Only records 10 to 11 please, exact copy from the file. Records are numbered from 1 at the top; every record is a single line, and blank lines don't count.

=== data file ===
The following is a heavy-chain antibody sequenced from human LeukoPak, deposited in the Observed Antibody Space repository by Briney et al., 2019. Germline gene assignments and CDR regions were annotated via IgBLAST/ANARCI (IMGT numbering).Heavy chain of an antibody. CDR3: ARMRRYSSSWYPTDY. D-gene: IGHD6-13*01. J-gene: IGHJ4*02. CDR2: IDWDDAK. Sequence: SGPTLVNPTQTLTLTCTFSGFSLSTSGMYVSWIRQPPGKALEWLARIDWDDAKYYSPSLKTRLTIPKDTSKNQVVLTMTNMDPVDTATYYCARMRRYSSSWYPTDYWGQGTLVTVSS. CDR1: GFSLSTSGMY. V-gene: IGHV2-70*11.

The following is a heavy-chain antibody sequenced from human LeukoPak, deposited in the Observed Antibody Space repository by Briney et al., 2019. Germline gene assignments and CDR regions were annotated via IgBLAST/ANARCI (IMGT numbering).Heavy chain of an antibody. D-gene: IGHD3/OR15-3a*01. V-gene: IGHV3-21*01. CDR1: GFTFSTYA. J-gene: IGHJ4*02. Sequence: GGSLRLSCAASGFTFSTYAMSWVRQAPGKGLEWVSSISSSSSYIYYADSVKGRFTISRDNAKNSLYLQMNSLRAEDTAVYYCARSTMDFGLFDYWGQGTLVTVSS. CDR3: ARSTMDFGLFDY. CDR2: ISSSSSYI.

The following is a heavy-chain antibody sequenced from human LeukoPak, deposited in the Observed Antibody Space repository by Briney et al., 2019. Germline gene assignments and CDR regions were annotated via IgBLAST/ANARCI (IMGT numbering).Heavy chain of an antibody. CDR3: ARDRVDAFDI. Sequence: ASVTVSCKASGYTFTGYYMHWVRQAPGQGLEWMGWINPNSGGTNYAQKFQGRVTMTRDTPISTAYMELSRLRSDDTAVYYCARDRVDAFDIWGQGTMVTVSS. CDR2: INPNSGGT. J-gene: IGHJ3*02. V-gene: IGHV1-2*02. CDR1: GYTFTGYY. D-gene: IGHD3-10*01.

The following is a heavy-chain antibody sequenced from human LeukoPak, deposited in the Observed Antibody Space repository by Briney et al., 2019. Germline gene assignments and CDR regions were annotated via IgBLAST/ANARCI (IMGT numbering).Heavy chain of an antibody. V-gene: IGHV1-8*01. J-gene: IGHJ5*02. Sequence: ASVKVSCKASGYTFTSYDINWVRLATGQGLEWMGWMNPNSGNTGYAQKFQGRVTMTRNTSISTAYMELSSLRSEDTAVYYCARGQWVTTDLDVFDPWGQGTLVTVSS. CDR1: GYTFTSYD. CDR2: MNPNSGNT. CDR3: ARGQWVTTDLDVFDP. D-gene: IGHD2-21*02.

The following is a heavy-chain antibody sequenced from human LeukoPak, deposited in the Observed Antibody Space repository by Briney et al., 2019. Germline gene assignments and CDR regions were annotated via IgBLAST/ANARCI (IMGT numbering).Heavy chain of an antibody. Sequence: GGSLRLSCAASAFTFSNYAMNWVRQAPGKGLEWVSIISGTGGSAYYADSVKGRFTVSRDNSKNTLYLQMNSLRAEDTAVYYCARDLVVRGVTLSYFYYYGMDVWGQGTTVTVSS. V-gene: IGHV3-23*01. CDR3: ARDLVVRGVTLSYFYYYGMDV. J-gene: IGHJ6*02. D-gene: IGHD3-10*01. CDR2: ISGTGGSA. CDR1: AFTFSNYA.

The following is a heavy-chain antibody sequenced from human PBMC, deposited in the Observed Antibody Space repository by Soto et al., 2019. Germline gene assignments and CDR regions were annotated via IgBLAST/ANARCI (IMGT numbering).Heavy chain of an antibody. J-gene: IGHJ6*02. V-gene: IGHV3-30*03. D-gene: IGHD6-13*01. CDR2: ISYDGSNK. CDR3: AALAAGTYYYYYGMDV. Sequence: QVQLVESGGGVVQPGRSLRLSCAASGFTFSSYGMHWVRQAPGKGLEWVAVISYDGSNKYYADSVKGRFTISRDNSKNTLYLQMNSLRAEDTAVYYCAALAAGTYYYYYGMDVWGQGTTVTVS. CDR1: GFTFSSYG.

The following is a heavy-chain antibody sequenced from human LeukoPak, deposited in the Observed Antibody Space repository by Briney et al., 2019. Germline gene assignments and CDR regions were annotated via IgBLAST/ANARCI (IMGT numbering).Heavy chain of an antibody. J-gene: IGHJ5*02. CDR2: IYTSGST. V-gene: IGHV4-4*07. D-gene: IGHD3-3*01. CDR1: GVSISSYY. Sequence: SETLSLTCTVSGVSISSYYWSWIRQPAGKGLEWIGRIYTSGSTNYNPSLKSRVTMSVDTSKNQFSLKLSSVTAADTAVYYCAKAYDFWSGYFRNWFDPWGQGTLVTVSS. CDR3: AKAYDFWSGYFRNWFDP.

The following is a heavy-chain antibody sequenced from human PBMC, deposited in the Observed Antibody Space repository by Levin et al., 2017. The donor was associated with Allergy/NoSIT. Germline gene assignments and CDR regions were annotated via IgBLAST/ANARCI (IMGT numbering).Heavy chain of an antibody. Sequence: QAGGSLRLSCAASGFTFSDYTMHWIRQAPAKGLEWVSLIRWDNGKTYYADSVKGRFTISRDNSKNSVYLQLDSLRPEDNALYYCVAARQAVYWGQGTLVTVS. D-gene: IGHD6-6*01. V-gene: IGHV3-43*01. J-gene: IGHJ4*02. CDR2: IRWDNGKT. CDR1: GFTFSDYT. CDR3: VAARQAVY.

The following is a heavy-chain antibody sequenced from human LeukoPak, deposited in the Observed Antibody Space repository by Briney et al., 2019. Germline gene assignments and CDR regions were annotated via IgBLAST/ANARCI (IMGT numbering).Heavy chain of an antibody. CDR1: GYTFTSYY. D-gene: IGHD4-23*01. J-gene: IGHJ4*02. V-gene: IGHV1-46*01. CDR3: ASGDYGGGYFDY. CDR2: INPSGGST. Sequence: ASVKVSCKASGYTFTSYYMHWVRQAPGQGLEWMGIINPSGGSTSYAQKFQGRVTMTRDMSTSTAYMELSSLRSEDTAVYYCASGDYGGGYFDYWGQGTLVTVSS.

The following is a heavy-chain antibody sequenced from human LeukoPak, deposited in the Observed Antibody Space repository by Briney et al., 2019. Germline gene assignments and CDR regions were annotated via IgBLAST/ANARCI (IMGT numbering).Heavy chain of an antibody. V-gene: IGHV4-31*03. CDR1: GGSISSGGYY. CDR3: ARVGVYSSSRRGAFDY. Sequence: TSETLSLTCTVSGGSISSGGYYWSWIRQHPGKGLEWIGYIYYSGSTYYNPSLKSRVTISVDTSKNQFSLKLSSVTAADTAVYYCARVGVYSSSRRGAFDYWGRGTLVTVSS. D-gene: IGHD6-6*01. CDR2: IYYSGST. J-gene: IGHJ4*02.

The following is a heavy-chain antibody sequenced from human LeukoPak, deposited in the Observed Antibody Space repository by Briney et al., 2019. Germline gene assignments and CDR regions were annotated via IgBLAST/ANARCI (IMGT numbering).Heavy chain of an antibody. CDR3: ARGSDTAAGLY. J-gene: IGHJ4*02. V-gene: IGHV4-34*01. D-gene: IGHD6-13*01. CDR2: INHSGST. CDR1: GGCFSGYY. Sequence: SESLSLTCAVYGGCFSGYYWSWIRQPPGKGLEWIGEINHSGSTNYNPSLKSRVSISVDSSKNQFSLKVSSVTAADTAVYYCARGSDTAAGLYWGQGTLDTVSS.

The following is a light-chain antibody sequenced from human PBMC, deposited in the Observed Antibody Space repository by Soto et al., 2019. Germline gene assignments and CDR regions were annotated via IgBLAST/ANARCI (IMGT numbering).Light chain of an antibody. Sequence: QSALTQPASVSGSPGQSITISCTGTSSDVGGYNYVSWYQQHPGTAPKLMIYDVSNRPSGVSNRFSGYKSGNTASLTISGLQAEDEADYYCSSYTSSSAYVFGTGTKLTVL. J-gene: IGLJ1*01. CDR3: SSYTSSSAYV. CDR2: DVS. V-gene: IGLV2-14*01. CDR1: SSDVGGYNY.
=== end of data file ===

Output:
The following is a heavy-chain antibody sequenced from human LeukoPak, deposited in the Observed Antibody Space repository by Briney et al., 2019. Germline gene assignments and CDR regions were annotated via IgBLAST/ANARCI (IMGT numbering).Heavy chain of an antibody. V-gene: IGHV4-31*03. CDR1: GGSISSGGYY. CDR3: ARVGVYSSSRRGAFDY. Sequence: TSETLSLTCTVSGGSISSGGYYWSWIRQHPGKGLEWIGYIYYSGSTYYNPSLKSRVTISVDTSKNQFSLKLSSVTAADTAVYYCARVGVYSSSRRGAFDYWGRGTLVTVSS. D-gene: IGHD6-6*01. CDR2: IYYSGST. J-gene: IGHJ4*02.

The following is a heavy-chain antibody sequenced from human LeukoPak, deposited in the Observed Antibody Space repository by Briney et al., 2019. Germline gene assignments and CDR regions were annotated via IgBLAST/ANARCI (IMGT numbering).Heavy chain of an antibody. CDR3: ARGSDTAAGLY. J-gene: IGHJ4*02. V-gene: IGHV4-34*01. D-gene: IGHD6-13*01. CDR2: INHSGST. CDR1: GGCFSGYY. Sequence: SESLSLTCAVYGGCFSGYYWSWIRQPPGKGLEWIGEINHSGSTNYNPSLKSRVSISVDSSKNQFSLKVSSVTAADTAVYYCARGSDTAAGLYWGQGTLDTVSS.